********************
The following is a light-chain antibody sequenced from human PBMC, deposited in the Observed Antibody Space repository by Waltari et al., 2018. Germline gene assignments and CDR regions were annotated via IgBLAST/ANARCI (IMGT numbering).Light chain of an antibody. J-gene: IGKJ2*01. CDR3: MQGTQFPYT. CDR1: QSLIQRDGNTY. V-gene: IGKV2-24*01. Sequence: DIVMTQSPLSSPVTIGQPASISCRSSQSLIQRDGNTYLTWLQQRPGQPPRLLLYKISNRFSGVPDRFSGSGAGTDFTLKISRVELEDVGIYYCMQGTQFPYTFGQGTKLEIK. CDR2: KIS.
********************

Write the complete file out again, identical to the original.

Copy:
The following is a light-chain antibody sequenced from human PBMC, deposited in the Observed Antibody Space repository by Waltari et al., 2018. Germline gene assignments and CDR regions were annotated via IgBLAST/ANARCI (IMGT numbering).Light chain of an antibody. J-gene: IGKJ2*01. CDR3: MQGTQFPYT. CDR1: QSLIQRDGNTY. V-gene: IGKV2-24*01. Sequence: DIVMTQSPLSSPVTIGQPASISCRSSQSLIQRDGNTYLTWLQQRPGQPPRLLLYKISNRFSGVPDRFSGSGAGTDFTLKISRVELEDVGIYYCMQGTQFPYTFGQGTKLEIK. CDR2: KIS.